These made-to-order stories (and this is certainly not too strong a term for the majority of them) are not interesting to a critical reader. He sticks to the novel, or, more frequently, goes to France, to Russia, or to England for his fiction, as the sales- list of any progressive publisher will show. And I do not believe that they are deeply interesting to an uncritical reader. He reads them to pass the time; and, to judge from the magazines themselves, gives his more serious attention to the "write-ups" of politics, current events, new discoveries, and men in the public eye,--to reality, in other words, written as if it were fiction, and more interesting than the fiction that accompanies it, because, in spite of its enlivening garb, it is guaranteed by writer and editor to be true. I am not impressed by the perfervid letters published by the editor in praise of somebody's story as a "soul-cure," or the greatest of the decade. They were written, I suppose, but they are not typical. They do not insult the intelligence as do the ridiculous puffs which it is now the fashion to place like a sickly limelight at the head of a story; but they do not convince me of the story's success with the public. Actually, men and women, discussing these magazines, seldom speak of the stories. They have been interested,--in a measure. The "formula," as I shall show later, is bound to get that result. But they have dismissed the characters and forgotten the plots.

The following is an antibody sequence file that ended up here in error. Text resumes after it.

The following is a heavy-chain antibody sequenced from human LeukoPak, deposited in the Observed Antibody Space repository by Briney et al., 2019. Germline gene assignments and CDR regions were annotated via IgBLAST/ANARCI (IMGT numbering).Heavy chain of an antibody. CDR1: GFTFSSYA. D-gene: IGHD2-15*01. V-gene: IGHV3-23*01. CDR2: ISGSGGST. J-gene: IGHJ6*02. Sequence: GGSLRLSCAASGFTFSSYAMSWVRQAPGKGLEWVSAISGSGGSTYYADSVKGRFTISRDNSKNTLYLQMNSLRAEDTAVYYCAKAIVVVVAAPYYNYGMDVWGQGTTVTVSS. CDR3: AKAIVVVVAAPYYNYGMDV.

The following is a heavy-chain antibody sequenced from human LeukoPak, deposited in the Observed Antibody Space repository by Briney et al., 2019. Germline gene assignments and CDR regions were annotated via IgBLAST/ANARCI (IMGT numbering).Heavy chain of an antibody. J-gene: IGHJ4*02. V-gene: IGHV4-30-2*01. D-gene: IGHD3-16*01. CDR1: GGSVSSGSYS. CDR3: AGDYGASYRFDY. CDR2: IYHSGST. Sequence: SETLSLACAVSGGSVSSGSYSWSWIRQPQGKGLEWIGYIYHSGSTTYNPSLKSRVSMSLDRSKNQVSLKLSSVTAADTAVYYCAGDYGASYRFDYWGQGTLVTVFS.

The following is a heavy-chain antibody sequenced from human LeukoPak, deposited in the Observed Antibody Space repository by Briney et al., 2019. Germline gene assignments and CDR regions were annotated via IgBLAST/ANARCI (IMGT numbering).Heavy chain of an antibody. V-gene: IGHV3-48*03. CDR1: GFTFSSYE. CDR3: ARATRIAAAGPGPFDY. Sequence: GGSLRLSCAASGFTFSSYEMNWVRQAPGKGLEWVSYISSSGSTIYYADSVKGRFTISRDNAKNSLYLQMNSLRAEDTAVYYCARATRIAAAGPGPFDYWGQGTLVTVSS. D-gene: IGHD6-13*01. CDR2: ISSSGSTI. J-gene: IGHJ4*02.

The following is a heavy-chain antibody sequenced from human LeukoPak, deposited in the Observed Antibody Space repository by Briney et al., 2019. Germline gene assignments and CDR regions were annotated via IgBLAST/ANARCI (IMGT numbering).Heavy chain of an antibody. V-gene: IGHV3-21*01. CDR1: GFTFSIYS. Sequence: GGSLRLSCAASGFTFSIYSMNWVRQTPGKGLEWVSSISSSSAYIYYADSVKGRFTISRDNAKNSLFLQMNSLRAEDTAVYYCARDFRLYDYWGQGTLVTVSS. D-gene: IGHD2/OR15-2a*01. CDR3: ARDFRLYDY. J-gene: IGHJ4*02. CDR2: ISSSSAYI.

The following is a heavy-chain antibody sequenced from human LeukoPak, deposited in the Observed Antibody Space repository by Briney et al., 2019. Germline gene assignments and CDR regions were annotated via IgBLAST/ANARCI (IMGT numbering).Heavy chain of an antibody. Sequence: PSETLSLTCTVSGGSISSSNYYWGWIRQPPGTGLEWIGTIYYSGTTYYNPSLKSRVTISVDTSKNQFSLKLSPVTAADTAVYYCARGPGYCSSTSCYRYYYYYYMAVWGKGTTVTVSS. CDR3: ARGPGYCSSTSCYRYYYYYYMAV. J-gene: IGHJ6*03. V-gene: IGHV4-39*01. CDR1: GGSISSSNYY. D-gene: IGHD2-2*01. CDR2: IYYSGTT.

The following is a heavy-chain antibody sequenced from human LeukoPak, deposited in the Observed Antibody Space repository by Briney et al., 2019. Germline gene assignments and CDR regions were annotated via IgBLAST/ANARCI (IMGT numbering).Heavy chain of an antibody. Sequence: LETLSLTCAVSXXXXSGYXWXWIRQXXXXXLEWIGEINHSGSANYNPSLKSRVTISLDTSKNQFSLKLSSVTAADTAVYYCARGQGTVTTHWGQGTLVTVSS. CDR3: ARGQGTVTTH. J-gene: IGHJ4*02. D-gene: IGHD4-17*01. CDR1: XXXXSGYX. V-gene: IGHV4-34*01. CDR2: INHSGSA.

I do not deny that this supposedly successful short story is easy to read. It is--fatally easy. And here precisely is the trouble. To borrow a term from dramatic criticism, it is "well made," and that is what makes it so thin, so bloodless, and so unprofitable to remember, in spite of its easy narrative and its "punch." Its success as literature, curiously enough for a new literature and a